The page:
An Opportunity To Live Resiliently

Generally speaking, the Amish have to deal with thugs already, and they’re pretty good at it. Only thing is, you’ll never notice it, because they seldom if ever are clumsy enough to go to war (it’s against their principals).
So I think they’ll be fine.

[quote=Merle2]Can something like this be set up as a constitutional democracy, in which anybody who qualifies can buy into it and become a full ranking voter in how it works, even to the point of voting the original leader out of office if desired?[/quote]I recommend Sociocracy, or Dynamic Governance as a basis for organization. Democracy is two wolves and a sheep, voting on what to have for supper. Democracy rarely respect minorities.
EcoReality Co-op uses a modified form of Sociocracy we call Stewardship. Stewards speak for resources that cannot speak for themselves, and operate as peers, so it is largely an anarchic, or "leaderless" system. Our governance is intended to empower those who have the most knowledge about a resource.
Of course, we've had our problems, and are still working things out, but I strongly recommend against simple democracy for governance.
Another system I don't recommend is pure consensus. We use a modified consensus as a delegation and ratification mechanism for empowering Stewards and for periodically evaluating their stewardship.
I also strongly recommend a cooperative legal entity for the IC, including ownership of land and structures. In BC (Canada), at least, co-ops have strong protection against their investors. (If you want to make passive return on investment, a co-op is not the place to go!) This is a hard sell, as most of us are indoctrinated into owning our "own four walls." Rather, funding at a particular level gives co-op members the privilege of permanent habitation, which cannot be transferred without co-op board approval (not unreasonably withheld).
I also highly recommend the works of Diana Leafe Christian for anyone contemplating such a move. In Creating a Life Together, Diana describes the process and pitfalls of forming an intentional community. In Finding Community, Diana looks in detail at joining an existing intentional community. Diana conducts workshops on these topics throughout the world; I recommend your core group schedule one, which she will tailor to your needs. (Disclosure: besides being a fan and personal friend, I also maintain Diana's website, EcovillageNewsletter, although I receive only $144/year for doing so.)
If you try to do the IC thing, you'll look back and say, "If I thought it was going to be this hard, I never would have started" Or, in Diana's words, "Forming an intentional community is the longest, most expensive self-help course you will ever take." But the rewards are many, which may include mere survival in an increasingly unknowable future.

I'm inclined to agree with Michael,The Amish have a ong history of having to resist discrimination and harassment. I suspect they have some rather effective means to discourage attacks.  Just as some of the 'distinctions' they make about what use of technology is permissable depend on differences 'outsiders' have trouble seeing, I suspect unprovoked attacks vs self-defense may make some distinctions we outsiders would have trouble understanding.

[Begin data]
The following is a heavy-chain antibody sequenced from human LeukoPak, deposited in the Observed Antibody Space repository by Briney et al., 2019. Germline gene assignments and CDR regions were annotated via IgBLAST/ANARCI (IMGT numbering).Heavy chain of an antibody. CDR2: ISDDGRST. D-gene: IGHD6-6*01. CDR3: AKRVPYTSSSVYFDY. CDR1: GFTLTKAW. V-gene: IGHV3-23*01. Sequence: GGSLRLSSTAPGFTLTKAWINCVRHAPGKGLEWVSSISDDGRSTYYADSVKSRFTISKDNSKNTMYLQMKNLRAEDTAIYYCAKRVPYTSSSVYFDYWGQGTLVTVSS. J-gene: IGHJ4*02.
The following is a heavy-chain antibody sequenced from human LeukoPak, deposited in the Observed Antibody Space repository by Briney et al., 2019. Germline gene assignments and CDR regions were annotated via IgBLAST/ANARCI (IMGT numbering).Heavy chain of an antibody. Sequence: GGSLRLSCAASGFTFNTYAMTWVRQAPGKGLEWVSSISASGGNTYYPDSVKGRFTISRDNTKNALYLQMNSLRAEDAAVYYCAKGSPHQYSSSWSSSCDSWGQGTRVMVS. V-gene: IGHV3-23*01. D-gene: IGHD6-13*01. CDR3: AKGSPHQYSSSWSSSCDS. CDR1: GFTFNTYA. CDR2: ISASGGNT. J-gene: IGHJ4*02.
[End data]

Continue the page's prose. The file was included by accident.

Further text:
I'm reminded of an old example of Quaker humor; An elderly Quaker ends a dispute with a neighbor by saying "Brother John, I would not think of harming a hair on Thine head, but it is proper to warn Thee that I am, very soon, going to discharge my shotgun right where Thee is standing."

Yes, having a constitution is important and good, but you can not believe that is the solution to everything, since all text depends on who interprets. This in mathematics known as the incompleteness theorem of godel. 
As several people exposed in this forum democracy with its simple majority, turns out to be a pretty bad system. They have developed better ways to reach consensus as that of, which has even been developed with the support of many people around the world.
The underlying problem is not the mechanism of decision making, but can help a lot to have a good mechanism. The problem is the selfish mindset of man, this selfish manner is so imbedded within the human being, that when we do not even realize that governs us. So the solution is to treat this problem psychologically and continuously games and dynamics that lead us to sensitize for the collective good over individual welfare. That's what we do in
The important decision is to be taken unitary, ie, where the most important thing is to take into account the contributions of all and not who is right or who does not. Thus a bad decision, it's no problem, since we are all in this together, and most importantly is the union, not the correct result. Although generally, using what is known as intelligence of the masses, the intelligence of a collective is greater than any individual, regardless of their IQ.

Based on what Chris wrote about the place and checking out the website, I will be locked in for a 6 person trip at the end of March for my teenagers birthday.  I will be checking it out.

Long term, as the other comments say, the new canal the Chinese are funding might be a blessing or a curse for Finca Las Nubes… until then, were going while the going is good!


Thank you for the article on this Chris.

Greetings, how was your experience at Finca Las Nubes?
My family is considering that area to relocate and this community has piqued our interest. We share many of the concerns above about Leader-led communities and even moreso the lack of community built over 15 years. Can you shed any light based on your observations?